we undertake judicial review of arbitration awards in a
manner designed to minimize interference with an efficient
and economical system of alternative dispute resolution. . .
. Under an unrestricted submission, [an arbitrator's]
decision is considered final and binding; thus the courts
will not review the evidence considered by the [arbitrator]
nor will they review the award for errors of law or fact. . .
. Such a limited scope of judicial review is warranted given
the fact that the parties voluntarily bargained for the
decision of the arbitrator and, as such, the parties are
presumed to have assumed the risks of and waived objections
to that decision. . . . It is clear that a party cannot
object to an award which accomplishes precisely what the
[arbitrator was] authorized to do merely because that party
dislikes the results.'' (Citations omitted; internal
quotation marks omitted.) LaFrance v.
Lodmell, 322 Conn. 828, 850-51, 144 A.3d 373 (2016).
submission constitutes the charter of the entire arbitration
proceedings and defines and limits the issues to be
decided.'' (Internal quotation marks omitted.)
Schoonmaker v. Cummings & Lockwood of
Connecticut, P.C., 252 Conn. 416, 454, 747 A.2d 1017
(2000). ‘‘When the submission to the arbitrator
contains express language restricting the breadth of issues,
reserving explicit rights, or conditioning the award on court
review, the submission is deemed restricted and we engage in
de novo review.'' (Internal quotation marks omitted.)
Office of Labor Relations v. New England Health
Care Employees Union, District 1199, AFL-CIO, 288 Conn.
223, 229, 951 A.2d 1249 (2008); see also Garrity v.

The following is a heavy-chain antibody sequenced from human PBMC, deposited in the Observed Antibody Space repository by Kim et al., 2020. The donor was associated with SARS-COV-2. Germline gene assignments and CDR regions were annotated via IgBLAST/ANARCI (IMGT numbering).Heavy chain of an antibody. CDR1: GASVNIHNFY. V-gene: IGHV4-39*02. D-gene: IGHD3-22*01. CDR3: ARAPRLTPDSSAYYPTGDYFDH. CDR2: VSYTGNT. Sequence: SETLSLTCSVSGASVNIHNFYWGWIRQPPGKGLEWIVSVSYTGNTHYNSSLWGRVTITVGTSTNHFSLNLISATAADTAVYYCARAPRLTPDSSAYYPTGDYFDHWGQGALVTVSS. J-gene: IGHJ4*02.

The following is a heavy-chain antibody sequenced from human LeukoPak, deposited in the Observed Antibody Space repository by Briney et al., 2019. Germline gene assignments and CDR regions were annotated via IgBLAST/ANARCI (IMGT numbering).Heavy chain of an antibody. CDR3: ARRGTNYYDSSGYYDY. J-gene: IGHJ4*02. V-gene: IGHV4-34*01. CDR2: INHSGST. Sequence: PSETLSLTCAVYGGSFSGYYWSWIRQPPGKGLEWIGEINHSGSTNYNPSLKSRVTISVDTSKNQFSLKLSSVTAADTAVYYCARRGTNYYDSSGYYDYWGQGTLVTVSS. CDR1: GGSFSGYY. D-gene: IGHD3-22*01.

McCaskey, 223 Conn. 1, 5, 612 A.2d 742 (1992).
‘‘In the absence of any such qualifications, an
agreement is unrestricted.'' (Internal quotation
marks omitted.) LaFrance v. Lodmell, supra,
322 Conn. 851.
significance, therefore, of a determination that an
arbitration submission was unrestricted or restricted is not
to determine what the [arbitrator is] obligated to do, but to
determine the scope of judicial review of what [he or she
has] done. Put another way, the submission tells the
[arbitrator] what [he or she is] obligated to decide. The
determination by a court of whether the submission was
restricted or unrestricted tells the court what its scope of
review is regarding the [arbitrator's]
decision.'' (Emphasis in original.) United States
Fidelity & Guaranty Co. v.
Hutchinson, 244 Conn. 513, 520, 710 A.2d 1343
(1998). ‘‘If the parties engaged in voluntary,
but restricted, arbitration, the trial court's standard
of review would be broader depending on the specific
restriction.'' (Emphasis added.) Maluszewski
v. Allstate Ins. Co., 34 Conn.App. 27, 32, 640
A.2d 129, cert. denied, 229 Conn. 921, 642 A.2d 1214 (1994),
overruled in part on other grounds by DiLieto v.
County Obstetrics & Gynecology Group, P.C., 310
Conn. 38, 53 n.13, 74 A.3d 1212 (2013).
plaintiff argues that the arbitrator's
‘‘findings of fact when applied to the
law'' governing alimony awards and the division of
property amount to legal conclusions. She therefore claims
that the parties' agreement requires expanded judicial
review of those issues and asks us to review the
arbitrator's award for an abuse of discretion. Courts
will conduct a more searching review of an arbitrator's
conclusions of law where the parties agree to that; see,
e.g., United Illuminating Co. v.